I spy, with my little eye, something green.  It’s tiny, a sliver, and there’s another and another right there in my yard.  Under the melting snow and ice, live grass is trying to peek through.  Is it my imagination to expect green grass in early March?  As soon as we endure the annual State Girls’ Basketball Tournament snowstorm, it will be spring in Iowa!  Then, we can dig into yard work. 

Initially we monitor the gardens’ environments.  Disease prevention can save future headaches.  Start by removing unwanted leaves, branches and other debris deposited by wind or critters. Prune or trim back the stems you left for winter interest.   Peruse your garden catalog for species and varieties that are disease resistant.  Know if your new plantings prefer shade or a sunny setting.   Plan plantings to provide adequate airflow.   Humidity and wetness under the canopy are often conducive to disease so spacing is important. Maintaining good plant vigor through proper watering and fertilizing will make your plants less prone to disease.  As you plan your garden, consider the water source.  How many trips will you need to make with a watering can or how far will you have to drag a hose?  Is a rain barrel feasible in or near the bed?  How about a soaker hose?  I have two beds near the road ditch.   I alternate running the soaker hoses from a spigot beside the house.  I also have a water barrel mounted in a wagon to use for beds where no running water is available.   Proper timing with fertilization will be important.  Follow label directions on packages.   Retain the water and feeding directions for further reference.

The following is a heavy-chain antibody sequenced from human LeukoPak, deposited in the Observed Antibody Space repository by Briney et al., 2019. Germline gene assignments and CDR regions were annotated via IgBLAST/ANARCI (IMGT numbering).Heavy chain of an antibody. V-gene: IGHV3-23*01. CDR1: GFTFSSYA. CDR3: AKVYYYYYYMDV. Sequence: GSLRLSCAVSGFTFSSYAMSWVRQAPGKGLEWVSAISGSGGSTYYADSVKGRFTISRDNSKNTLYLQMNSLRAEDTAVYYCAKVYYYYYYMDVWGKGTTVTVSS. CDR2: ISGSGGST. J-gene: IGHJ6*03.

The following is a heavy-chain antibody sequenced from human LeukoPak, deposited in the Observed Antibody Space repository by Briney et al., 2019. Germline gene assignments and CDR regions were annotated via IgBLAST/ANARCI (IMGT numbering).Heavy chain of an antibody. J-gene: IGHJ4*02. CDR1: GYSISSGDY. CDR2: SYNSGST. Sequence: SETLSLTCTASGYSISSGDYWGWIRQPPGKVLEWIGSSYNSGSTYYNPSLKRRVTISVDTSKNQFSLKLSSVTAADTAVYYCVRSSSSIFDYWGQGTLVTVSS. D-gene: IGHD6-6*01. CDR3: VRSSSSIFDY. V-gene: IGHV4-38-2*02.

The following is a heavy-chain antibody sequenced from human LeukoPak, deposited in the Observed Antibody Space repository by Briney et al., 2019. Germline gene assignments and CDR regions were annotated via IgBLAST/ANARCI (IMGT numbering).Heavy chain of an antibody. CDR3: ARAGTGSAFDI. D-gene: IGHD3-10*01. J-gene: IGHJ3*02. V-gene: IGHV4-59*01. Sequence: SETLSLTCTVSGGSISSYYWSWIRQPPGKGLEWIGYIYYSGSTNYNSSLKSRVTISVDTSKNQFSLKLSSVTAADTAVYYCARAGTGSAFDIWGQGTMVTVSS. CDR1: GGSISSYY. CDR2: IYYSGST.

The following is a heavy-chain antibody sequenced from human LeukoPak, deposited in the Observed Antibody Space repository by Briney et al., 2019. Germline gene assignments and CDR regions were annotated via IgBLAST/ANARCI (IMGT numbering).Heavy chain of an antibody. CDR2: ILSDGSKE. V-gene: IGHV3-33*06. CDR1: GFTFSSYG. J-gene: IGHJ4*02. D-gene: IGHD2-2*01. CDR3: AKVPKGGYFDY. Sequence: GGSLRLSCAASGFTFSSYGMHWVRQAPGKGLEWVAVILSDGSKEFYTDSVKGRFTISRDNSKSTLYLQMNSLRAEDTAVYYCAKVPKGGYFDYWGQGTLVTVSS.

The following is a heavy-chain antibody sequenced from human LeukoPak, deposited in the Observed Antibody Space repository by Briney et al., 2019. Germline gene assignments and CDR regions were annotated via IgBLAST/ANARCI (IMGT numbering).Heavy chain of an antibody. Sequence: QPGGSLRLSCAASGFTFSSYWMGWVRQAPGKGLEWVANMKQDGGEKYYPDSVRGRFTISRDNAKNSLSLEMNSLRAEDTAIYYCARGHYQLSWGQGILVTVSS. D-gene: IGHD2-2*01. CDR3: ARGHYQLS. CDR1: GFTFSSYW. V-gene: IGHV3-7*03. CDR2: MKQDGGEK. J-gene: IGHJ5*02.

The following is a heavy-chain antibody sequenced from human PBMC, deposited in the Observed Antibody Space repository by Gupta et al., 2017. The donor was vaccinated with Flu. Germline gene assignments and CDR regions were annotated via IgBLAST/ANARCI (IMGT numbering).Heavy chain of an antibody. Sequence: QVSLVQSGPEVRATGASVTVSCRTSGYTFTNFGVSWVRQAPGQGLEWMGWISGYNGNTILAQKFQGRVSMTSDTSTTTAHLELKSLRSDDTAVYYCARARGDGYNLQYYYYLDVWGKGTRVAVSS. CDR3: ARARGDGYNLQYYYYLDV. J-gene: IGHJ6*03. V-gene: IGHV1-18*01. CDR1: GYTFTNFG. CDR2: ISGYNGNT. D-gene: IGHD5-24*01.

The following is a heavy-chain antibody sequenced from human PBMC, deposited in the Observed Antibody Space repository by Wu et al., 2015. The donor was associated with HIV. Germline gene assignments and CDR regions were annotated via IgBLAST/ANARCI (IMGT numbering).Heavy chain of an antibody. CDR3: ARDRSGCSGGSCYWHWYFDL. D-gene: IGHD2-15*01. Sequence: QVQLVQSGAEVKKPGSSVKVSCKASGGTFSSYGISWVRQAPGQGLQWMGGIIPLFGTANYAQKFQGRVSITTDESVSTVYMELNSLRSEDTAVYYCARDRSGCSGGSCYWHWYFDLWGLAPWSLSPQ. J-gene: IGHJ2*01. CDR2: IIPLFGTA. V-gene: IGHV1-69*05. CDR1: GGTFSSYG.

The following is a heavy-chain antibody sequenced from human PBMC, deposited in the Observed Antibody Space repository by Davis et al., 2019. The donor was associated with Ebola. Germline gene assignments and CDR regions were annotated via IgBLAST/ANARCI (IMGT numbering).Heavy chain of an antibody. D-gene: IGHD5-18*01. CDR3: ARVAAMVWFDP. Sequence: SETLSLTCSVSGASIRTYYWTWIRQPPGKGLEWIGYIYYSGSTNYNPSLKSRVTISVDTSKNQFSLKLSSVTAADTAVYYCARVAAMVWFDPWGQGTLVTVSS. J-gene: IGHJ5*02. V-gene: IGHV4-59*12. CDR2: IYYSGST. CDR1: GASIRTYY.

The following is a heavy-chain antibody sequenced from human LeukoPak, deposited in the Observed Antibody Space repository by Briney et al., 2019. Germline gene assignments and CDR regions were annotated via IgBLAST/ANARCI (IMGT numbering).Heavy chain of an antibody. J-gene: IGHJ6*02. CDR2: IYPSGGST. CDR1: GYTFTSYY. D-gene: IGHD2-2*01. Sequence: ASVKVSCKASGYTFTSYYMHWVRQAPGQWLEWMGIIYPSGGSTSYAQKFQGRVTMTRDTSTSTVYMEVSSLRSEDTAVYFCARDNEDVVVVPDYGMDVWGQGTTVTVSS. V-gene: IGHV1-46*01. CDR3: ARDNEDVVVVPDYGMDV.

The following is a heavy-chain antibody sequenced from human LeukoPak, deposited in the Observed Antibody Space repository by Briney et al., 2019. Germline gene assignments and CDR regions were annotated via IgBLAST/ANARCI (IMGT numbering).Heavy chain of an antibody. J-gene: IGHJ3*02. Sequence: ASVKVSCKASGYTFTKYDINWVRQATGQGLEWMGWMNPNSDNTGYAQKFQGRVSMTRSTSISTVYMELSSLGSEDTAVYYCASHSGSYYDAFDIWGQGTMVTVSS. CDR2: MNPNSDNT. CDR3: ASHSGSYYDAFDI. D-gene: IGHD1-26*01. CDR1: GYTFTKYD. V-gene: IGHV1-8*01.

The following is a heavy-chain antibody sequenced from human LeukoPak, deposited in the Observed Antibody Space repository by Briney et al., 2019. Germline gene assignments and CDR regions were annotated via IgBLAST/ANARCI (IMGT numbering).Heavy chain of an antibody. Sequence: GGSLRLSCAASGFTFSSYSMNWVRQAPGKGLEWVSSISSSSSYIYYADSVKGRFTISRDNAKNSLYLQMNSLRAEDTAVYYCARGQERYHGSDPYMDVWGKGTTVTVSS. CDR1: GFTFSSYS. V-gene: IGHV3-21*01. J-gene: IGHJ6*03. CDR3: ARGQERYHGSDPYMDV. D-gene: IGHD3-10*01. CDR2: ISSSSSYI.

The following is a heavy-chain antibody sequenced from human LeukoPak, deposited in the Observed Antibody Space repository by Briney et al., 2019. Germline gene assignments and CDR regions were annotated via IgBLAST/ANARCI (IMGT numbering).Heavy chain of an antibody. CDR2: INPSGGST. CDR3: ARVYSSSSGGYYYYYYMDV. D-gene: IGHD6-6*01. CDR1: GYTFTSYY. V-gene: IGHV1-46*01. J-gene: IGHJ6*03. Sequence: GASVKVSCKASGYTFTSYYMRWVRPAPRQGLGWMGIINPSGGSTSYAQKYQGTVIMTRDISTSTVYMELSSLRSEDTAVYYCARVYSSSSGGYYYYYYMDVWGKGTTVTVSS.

Compost amends the soil.  Use it abundantly!  Mulch is a valuable asset.  It helps hold moisture, chokes out weeds and prevents too much water from splashing on the underside of plants during a heavy rain.  I stock up my season’s supply as soon as each becomes available.

 Bird houses are a wonderful addition to a garden.  A water feature will attract birds and butterflies.  Both come in all manner of shapes and size. 

Remember to check out the rakes and shovels and tune up the lawn mower.  As soon as the soil is above 50 degrees, it’s time to plant!  

 

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Know your bugs

 

 
Sixspotted tiger beetle, a beneficial insect
Sixspotted tiger beetle, a beneficial insect

   The watch continues for the notorious emerald ash borer, a pest that has devastated ash trees in at least seven states, including neighboring Illinois.

   The emerald colored bugs appeared near Detroit six years ago and have been advancing toward Iowa.

   Having seen photos of the emerald ash borer, I quickly reacted when I saw a pretty emerald bug outdoors earlier this summer.

   Iowa State University has an awesome insect identification program that allows Iowans to e-mail a photograph of their bug and have it identified by entomologists.